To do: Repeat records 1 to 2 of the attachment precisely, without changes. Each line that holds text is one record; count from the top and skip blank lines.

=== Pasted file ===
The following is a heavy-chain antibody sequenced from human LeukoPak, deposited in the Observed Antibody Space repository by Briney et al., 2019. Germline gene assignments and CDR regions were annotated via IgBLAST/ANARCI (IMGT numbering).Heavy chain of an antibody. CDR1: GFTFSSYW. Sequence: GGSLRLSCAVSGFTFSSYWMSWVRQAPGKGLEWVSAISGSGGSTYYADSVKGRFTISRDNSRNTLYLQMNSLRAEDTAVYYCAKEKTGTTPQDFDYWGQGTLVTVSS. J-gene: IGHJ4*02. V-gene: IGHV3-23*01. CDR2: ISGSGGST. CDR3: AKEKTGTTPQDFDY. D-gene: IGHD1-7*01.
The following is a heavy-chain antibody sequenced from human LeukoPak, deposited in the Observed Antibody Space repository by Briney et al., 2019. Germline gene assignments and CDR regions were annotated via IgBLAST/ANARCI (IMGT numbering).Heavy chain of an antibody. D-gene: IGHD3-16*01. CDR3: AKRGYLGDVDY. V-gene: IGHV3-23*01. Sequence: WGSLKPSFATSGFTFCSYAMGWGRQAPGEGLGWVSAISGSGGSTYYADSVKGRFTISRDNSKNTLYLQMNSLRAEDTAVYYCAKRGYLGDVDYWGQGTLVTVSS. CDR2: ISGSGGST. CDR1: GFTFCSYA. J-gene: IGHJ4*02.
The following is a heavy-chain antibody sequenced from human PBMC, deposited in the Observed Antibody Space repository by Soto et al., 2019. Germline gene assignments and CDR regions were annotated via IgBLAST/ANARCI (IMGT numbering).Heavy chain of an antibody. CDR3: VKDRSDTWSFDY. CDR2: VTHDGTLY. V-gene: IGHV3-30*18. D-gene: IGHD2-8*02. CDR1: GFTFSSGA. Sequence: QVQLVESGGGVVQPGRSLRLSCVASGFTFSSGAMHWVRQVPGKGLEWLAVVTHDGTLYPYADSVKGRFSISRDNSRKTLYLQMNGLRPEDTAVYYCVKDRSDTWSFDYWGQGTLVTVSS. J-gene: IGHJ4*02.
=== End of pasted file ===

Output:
The following is a heavy-chain antibody sequenced from human LeukoPak, deposited in the Observed Antibody Space repository by Briney et al., 2019. Germline gene assignments and CDR regions were annotated via IgBLAST/ANARCI (IMGT numbering).Heavy chain of an antibody. CDR1: GFTFSSYW. Sequence: GGSLRLSCAVSGFTFSSYWMSWVRQAPGKGLEWVSAISGSGGSTYYADSVKGRFTISRDNSRNTLYLQMNSLRAEDTAVYYCAKEKTGTTPQDFDYWGQGTLVTVSS. J-gene: IGHJ4*02. V-gene: IGHV3-23*01. CDR2: ISGSGGST. CDR3: AKEKTGTTPQDFDY. D-gene: IGHD1-7*01.
The following is a heavy-chain antibody sequenced from human LeukoPak, deposited in the Observed Antibody Space repository by Briney et al., 2019. Germline gene assignments and CDR regions were annotated via IgBLAST/ANARCI (IMGT numbering).Heavy chain of an antibody. D-gene: IGHD3-16*01. CDR3: AKRGYLGDVDY. V-gene: IGHV3-23*01. Sequence: WGSLKPSFATSGFTFCSYAMGWGRQAPGEGLGWVSAISGSGGSTYYADSVKGRFTISRDNSKNTLYLQMNSLRAEDTAVYYCAKRGYLGDVDYWGQGTLVTVSS. CDR2: ISGSGGST. CDR1: GFTFCSYA. J-gene: IGHJ4*02.